Show Reviews

by Max Ink Staff Writers


Michael Douglas, Stephen Galloway & Sherry Lansing - photo by Gianna Bertoli/Michael Priest Photography

Michael Douglas, Stephen Galloway & Sherry Lansing - photo by Gianna Bertoli/Michael Priest Photography

Sherry Lansing and Stephen Galloway in conversation with Michael Douglas, 92Y, NYC, 4.28.17

Show Review By Michael Sherer
Posted: May 2017
(1600) Page Views

There’s no doubt that Sherry Lansing has had a stellar and storied career in the film industry. She was the first female president of 20th Century Fox and later went on to become chairman of Paramount Pictures. She’s also been a very successful independent producer. Ms. Lansing recently met up with old friend and colleague Michael Douglas and author Stephen Galloway at the 92nd Street Y to discuss her biography, written by Mr. Galloway, titled “Leading Lady: Sherry Lansing And The Making of a Hollywood Groundbreaker.” Mr. Douglas took the role of moderator and was clearly comfortable asking questions surrounding the book and reminiscing about his long standing professional relationship with Ms. Lansing.

Read More...


Aimee Mann captivates the Barrymore audience - photo by Mary Sweeney/sweeneysphotography.com

Aimee Mann captivates the Barrymore audience - photo by Mary Sweeney/sweeneysphotography.com

Aimee Mann brings “Mental Illness” to Madison’s Barrymore Theatre 5.2.17

Show Review By Sal Serio
Posted: May 2017
(2806) Page Views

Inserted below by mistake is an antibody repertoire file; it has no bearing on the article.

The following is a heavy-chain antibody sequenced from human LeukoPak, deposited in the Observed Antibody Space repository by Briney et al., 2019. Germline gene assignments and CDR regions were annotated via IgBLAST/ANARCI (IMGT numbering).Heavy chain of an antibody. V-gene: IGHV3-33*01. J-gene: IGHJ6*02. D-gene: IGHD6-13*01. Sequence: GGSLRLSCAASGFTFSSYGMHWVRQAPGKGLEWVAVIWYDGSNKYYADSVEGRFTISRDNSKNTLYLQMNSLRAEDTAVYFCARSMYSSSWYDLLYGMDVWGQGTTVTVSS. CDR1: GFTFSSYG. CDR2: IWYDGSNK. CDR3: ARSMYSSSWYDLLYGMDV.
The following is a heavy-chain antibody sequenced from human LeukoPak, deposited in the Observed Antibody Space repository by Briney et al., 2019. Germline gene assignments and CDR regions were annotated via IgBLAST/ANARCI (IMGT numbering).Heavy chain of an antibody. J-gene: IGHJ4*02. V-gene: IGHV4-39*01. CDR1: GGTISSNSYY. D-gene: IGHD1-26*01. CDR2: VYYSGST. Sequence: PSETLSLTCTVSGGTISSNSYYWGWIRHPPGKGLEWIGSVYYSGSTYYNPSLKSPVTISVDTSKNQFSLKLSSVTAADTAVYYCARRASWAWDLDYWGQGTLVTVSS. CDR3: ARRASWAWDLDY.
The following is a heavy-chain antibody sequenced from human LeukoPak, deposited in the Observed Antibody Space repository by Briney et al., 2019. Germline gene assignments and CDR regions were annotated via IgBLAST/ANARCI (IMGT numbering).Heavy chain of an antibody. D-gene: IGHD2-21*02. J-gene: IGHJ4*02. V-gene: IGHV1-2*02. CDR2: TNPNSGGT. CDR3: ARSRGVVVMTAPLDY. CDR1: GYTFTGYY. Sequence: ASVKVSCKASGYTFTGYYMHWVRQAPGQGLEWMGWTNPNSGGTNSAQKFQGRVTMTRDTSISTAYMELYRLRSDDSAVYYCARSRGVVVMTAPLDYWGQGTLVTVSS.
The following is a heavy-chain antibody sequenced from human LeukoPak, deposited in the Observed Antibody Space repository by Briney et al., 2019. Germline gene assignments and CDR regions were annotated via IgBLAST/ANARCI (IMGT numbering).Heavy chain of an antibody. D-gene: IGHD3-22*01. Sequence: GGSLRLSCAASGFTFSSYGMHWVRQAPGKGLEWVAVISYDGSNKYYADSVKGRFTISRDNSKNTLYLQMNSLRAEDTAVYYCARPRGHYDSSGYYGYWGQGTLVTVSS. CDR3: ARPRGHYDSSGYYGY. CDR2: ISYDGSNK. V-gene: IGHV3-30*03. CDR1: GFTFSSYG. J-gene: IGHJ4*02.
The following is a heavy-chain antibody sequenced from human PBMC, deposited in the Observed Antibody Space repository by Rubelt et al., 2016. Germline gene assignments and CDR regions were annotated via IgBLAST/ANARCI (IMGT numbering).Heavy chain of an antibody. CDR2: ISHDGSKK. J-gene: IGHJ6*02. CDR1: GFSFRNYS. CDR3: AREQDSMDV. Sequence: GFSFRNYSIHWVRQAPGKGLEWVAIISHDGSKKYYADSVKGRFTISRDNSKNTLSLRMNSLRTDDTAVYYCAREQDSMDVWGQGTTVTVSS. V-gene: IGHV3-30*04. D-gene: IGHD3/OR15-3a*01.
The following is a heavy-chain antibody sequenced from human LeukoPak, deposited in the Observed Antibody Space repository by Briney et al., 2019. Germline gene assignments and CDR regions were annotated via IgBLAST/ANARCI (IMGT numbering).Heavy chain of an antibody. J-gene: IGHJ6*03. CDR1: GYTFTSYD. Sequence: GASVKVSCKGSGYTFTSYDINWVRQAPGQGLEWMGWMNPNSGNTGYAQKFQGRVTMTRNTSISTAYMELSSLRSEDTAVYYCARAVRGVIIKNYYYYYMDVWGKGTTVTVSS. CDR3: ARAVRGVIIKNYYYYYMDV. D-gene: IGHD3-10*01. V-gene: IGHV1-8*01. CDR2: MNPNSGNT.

After more than 30 years in the role of “Music Reviewer” I am happy to report that the activity hasn’t become rote and automatic. Because, often I am pleasantly surprised by the concert experience, especially when it is outside the limitations of my initial expectations. After being asked to review last night’s Aimee Mann concert at the Barrymore in Madison, I definitely walked away feeling like I got way more than I initially bargained for (in my mind, that is). Which clearly begs the question, what did I expect? Well, first let’s look at the latest release by Aimee Mann, titled ‘Mental Illness’, a beautifully crafted album of strong material, anchored by Mann’s driving acoustic guitar rhythms and her lilting singing style. The 11 songs are typically in an introspective, borderline melancholy mood, perfect for a rainy day. But this shouldn’t shock anybody. Mann’s nearly 25 year solo career has been founded on this sort of emotion… a dark humor balanced by melodies that stick in your head long after the record is off the turntable. Akin to watching an excellent drama, and having it’s major themes stuck in your subconscious for days or weeks after.